This blog is written courtesy of Interactions R&D team.
Annotating data is hard work. Depending on the speech and natural language technology you’re developing, few innovative projects can be done with the same type of data — or even the same annotation scheme. In order to develop a high performing system, both the R&D team and the media annotators need to be adaptable.
Recently I’ve been working on a challenging task that requires real-time entity capture in customer care calls. For this task we need transcribed audio, entity labels, and form-friendly values for complicated sequences of characters, such as account numbers and email addresses. This kind of data is hard to find, so we needed to invest in data annotation. Since some of the data has sensitive personal information, outsourcing the annotation work is not an option. We value our customer’s privacy too much to risk a breach. So we’ve “in-sourced” much of our entity annotation by staffing media annotation specialists on-site. And in the process, we’ve reaped many ancillary benefits.
In-sourcing data annotation has many advantages over outsourcing. Here’s why:
1. Data security
The first obvious place to start is data security. With stringent regulations like HIPAA, GDPR and PCI DSS, as well as intellectual property, companies need to take extra steps to protect their data and their customers’ data. While mature annotation firms have measures in place to demonstrate compliance in many of these areas, the risk of data breaches in transit and unknowns about who has access to the data often cause companies to restrict or severely limit data sharing. This creates a frustrating situation for data scientists and machine learning practitioners, who need annotated data to build models.
Bringing annotation in-house gives companies the opportunity to create the environment they require to ensure regulatory compliance. And having an on-site annotation staff creates an opportunity to build trusted relationships with the people closest to your data.
2. Optimizing workflows
What should the annotation team work on next? Most AI companies have multiple diverse machine learning tasks that require data annotation. Resource constraints means that transcription and annotation teams may juggle multiple tasks with different rules. I’d argue that this is a good thing. Transcribing and labeling data is an exhausting task. With an on-site team, I can periodically monitor for fatigue and can plan a “change in scenery”. After negotiations with other teams, we can co-develop an annotation schedule that mitigates fatigue and continues to provide annotated data that each AI team needs to improve their models.
3. Agile annotation
Annotation guidelines should not be created in a vacuum. Linguistic experts can design beautiful annotation rules that seem perfect for AI model building. But can the annotation team label new data exactly to spec? If so, how quickly? And will their peers agree with their judgment?
Like agile planning, annotations fall into prioritization categories, such as must have now, must have later, nice to have, and not needed. With active discussion and feedback, it’s easy to make minor modifications to the annotation guidelines to keep a steady stream of accurately annotated data coming and to ensure from one week to the next to make sure your models are improving in quality.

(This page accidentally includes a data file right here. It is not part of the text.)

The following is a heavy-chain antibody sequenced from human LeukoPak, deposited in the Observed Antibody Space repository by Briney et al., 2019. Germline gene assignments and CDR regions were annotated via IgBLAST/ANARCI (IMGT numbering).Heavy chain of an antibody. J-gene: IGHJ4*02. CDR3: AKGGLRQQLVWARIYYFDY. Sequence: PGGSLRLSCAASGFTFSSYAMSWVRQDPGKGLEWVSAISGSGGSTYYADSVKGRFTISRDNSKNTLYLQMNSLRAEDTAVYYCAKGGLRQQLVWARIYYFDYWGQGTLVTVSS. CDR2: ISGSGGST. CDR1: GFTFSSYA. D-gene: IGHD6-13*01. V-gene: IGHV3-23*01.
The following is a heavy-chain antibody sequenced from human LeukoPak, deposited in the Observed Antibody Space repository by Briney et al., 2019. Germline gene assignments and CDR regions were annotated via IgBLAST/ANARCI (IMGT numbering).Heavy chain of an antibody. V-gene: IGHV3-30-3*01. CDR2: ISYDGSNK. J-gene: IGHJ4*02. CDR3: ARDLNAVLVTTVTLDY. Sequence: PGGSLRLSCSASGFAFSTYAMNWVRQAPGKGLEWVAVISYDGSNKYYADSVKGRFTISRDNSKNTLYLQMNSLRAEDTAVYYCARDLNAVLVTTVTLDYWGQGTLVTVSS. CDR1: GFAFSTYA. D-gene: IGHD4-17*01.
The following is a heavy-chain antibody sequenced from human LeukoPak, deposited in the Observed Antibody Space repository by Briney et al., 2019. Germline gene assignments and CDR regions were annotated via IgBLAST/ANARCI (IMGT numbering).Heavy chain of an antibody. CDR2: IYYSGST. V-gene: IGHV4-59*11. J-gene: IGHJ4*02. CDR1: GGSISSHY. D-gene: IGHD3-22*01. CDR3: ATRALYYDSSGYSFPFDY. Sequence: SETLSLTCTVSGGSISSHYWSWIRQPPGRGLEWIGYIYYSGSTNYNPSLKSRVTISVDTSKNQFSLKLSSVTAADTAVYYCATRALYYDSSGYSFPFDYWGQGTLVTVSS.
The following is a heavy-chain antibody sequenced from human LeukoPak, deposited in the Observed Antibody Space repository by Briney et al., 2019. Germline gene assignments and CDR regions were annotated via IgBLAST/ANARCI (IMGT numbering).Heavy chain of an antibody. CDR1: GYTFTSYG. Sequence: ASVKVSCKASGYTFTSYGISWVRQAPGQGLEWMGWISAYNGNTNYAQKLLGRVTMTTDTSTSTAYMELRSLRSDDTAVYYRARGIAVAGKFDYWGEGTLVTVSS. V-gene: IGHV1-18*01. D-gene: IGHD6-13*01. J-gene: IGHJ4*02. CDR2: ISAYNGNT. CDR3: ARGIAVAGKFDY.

4. Shared vision and mutual appreciation
The highest performing teams are teams that are aligned in mission. The on-site annotators we hire empathize with our mission. Each week we can check in with them and remind them of the value they provide to our project. Just as a data scientist loves data, our scientists look for ways to show our appreciation for filling a critical yet often overlooked gap in AI model development. And our annotators are encouraged that there is a purpose beyond the sometimes repetitive tasks they are doing. Also, our annotators have some of the most interesting personalities! They contribute to our work culture as well as our data quality.
5. Production support?
Yes, production support. Thanks to active learning, my team is collecting and annotating last night’s production data to focus on areas where our AI models need to improve. In the process, we encourage our annotation team to follow the NYC Subway motto: “If you see something, say something.” I can confidently say that in the past month, our labeling team detected three significant production issues related to the last model deployment. Customer service agents were having increased problems servicing customer calls, but the problem wasn’t discovered until our annotators observed some significant changes in the call transcripts they were annotating. If the labeling team was off-site, they wouldn’t have been able to come to my desk and let me know.
Should I go 100% on-site?
One challenge about going all-in for on-site annotation is that it can be more expensive than outsourcing. In order to respect budget constraints, I recommend building a core team of dependable annotators that serve as your sounding board. You can experiment with the annotation guidelines and gather some of the benefits I’ve described above. Once you’ve stabilized the guidelines, feel free to grow your annotator pool by outsourcing the safer tasks.
Data annotation is certainly a challenging process. But having an on-site annotation team helps us quickly find the right match of detail versus speed and allows us to avoid compromises in data security. Few people understand your data better than the people that annotate it, so as a data scientist, make sure to take advantage of their insights!